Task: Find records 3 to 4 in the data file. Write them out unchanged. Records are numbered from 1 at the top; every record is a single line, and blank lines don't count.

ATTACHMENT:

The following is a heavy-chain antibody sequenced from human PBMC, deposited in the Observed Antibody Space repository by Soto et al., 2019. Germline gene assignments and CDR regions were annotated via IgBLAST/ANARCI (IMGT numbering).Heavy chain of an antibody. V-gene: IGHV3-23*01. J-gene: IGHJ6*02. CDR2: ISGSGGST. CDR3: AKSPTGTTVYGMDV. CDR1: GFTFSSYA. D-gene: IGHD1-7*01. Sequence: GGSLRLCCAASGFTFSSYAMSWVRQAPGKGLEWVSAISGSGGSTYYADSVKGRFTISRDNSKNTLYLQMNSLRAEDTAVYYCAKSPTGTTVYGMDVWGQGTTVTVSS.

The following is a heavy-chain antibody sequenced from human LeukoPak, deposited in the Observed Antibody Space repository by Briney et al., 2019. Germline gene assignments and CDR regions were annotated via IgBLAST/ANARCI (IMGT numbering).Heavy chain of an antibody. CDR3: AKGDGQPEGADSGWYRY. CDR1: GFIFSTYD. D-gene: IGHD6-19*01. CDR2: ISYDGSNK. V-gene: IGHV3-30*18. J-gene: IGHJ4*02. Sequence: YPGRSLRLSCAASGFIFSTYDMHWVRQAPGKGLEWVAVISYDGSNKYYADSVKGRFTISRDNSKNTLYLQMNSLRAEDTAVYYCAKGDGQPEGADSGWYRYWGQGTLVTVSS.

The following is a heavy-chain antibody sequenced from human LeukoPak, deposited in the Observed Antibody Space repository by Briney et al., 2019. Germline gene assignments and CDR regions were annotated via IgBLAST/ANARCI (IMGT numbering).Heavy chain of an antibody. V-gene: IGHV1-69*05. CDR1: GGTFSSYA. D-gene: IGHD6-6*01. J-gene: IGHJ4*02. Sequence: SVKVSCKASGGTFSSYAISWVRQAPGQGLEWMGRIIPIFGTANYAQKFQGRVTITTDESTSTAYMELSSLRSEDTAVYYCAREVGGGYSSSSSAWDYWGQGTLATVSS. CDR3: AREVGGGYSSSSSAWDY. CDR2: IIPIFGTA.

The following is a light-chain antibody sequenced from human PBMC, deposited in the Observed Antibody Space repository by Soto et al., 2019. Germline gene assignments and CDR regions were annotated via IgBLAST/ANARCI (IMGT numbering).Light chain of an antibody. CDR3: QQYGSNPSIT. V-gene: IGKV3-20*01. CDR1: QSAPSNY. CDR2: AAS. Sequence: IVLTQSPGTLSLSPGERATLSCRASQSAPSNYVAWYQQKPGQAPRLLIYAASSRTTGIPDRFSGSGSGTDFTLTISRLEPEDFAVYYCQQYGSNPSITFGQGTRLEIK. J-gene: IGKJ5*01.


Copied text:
The following is a heavy-chain antibody sequenced from human LeukoPak, deposited in the Observed Antibody Space repository by Briney et al., 2019. Germline gene assignments and CDR regions were annotated via IgBLAST/ANARCI (IMGT numbering).Heavy chain of an antibody. V-gene: IGHV1-69*05. CDR1: GGTFSSYA. D-gene: IGHD6-6*01. J-gene: IGHJ4*02. Sequence: SVKVSCKASGGTFSSYAISWVRQAPGQGLEWMGRIIPIFGTANYAQKFQGRVTITTDESTSTAYMELSSLRSEDTAVYYCAREVGGGYSSSSSAWDYWGQGTLATVSS. CDR3: AREVGGGYSSSSSAWDY. CDR2: IIPIFGTA.

The following is a light-chain antibody sequenced from human PBMC, deposited in the Observed Antibody Space repository by Soto et al., 2019. Germline gene assignments and CDR regions were annotated via IgBLAST/ANARCI (IMGT numbering).Light chain of an antibody. CDR3: QQYGSNPSIT. V-gene: IGKV3-20*01. CDR1: QSAPSNY. CDR2: AAS. Sequence: IVLTQSPGTLSLSPGERATLSCRASQSAPSNYVAWYQQKPGQAPRLLIYAASSRTTGIPDRFSGSGSGTDFTLTISRLEPEDFAVYYCQQYGSNPSITFGQGTRLEIK. J-gene: IGKJ5*01.